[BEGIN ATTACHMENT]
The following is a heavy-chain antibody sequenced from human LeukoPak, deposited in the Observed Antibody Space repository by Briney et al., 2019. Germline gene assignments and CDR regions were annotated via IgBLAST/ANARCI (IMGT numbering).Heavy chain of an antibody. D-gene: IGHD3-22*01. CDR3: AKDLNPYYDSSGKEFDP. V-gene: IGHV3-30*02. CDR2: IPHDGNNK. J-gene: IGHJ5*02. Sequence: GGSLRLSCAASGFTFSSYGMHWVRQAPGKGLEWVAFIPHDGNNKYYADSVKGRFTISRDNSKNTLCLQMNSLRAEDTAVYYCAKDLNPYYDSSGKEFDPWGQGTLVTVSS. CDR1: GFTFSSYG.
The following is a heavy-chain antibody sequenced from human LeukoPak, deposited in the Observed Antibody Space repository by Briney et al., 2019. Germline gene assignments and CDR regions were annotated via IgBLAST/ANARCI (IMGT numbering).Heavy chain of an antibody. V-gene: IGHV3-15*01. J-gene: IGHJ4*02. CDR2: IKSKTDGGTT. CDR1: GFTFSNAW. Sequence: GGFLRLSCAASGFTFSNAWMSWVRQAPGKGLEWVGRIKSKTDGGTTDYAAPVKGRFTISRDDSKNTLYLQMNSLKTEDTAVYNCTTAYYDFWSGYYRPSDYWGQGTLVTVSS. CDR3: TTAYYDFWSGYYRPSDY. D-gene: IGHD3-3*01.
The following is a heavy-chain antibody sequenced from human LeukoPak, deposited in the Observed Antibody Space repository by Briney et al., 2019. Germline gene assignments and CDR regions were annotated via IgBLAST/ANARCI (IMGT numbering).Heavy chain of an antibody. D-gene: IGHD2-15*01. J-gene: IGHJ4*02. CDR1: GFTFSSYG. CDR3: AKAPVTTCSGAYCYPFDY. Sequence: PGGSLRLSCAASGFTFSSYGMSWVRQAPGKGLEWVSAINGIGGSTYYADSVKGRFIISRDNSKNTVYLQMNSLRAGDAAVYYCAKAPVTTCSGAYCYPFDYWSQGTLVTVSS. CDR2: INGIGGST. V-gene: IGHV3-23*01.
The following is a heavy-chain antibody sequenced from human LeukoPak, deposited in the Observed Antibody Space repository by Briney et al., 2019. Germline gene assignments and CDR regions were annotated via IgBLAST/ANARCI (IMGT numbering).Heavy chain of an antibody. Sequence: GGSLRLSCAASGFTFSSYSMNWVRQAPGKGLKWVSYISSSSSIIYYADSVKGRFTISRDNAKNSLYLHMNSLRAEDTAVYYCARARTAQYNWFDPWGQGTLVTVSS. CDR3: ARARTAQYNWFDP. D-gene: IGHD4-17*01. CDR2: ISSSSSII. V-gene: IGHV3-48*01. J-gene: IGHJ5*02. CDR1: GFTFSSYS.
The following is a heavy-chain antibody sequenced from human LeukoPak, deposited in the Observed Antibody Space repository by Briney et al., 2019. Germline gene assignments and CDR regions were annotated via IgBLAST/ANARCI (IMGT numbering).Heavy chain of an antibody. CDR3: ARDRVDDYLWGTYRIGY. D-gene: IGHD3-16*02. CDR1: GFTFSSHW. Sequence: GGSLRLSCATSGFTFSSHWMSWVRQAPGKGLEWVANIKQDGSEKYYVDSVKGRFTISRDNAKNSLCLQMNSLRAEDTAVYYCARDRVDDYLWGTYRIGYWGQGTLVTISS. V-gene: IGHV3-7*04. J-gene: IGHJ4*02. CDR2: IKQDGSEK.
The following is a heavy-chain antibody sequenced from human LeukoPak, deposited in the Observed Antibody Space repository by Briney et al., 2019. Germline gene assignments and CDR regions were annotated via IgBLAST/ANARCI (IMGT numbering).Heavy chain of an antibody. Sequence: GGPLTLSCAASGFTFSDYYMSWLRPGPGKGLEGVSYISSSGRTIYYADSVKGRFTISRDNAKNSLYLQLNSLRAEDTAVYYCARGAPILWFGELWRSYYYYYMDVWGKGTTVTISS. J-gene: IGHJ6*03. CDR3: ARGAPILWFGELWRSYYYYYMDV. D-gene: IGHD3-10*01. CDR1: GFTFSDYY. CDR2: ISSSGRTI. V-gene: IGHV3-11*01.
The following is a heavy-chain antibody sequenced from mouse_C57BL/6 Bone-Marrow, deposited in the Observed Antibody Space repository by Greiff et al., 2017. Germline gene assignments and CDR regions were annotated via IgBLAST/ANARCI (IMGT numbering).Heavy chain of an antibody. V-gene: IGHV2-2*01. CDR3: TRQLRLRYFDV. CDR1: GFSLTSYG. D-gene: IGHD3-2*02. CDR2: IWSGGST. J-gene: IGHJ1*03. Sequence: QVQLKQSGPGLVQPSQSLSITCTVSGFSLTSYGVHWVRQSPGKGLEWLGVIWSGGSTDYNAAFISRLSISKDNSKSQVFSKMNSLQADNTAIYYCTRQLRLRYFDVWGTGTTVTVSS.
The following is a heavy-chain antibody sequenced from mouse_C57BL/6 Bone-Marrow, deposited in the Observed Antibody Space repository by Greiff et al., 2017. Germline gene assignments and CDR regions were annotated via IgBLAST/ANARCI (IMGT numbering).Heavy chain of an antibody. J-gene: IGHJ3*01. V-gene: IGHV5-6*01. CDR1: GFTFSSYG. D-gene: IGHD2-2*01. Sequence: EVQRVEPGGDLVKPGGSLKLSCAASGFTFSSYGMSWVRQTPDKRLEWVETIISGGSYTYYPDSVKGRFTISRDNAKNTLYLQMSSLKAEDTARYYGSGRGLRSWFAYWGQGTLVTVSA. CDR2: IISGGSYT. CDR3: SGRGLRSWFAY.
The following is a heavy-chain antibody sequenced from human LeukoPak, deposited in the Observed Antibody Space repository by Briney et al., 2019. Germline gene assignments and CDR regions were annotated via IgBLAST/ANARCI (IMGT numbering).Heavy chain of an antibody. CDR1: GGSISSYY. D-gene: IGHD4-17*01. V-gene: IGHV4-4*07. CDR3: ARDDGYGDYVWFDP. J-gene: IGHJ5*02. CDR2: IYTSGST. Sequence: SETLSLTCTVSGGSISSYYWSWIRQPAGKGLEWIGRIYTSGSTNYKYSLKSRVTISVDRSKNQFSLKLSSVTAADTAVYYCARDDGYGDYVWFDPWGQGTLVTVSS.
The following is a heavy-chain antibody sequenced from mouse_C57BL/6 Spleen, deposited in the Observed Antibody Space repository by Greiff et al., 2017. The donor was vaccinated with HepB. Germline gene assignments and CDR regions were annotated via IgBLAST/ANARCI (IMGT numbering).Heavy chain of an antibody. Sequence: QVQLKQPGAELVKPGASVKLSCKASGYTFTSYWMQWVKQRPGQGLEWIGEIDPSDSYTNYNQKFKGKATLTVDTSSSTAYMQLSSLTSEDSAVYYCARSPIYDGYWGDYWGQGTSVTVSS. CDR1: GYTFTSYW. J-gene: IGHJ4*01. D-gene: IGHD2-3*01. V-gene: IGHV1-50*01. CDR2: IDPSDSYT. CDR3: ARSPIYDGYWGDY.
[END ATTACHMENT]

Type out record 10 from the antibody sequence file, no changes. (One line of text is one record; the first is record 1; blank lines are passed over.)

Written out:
The following is a heavy-chain antibody sequenced from mouse_C57BL/6 Spleen, deposited in the Observed Antibody Space repository by Greiff et al., 2017. The donor was vaccinated with HepB. Germline gene assignments and CDR regions were annotated via IgBLAST/ANARCI (IMGT numbering).Heavy chain of an antibody. Sequence: QVQLKQPGAELVKPGASVKLSCKASGYTFTSYWMQWVKQRPGQGLEWIGEIDPSDSYTNYNQKFKGKATLTVDTSSSTAYMQLSSLTSEDSAVYYCARSPIYDGYWGDYWGQGTSVTVSS. CDR1: GYTFTSYW. J-gene: IGHJ4*01. D-gene: IGHD2-3*01. V-gene: IGHV1-50*01. CDR2: IDPSDSYT. CDR3: ARSPIYDGYWGDY.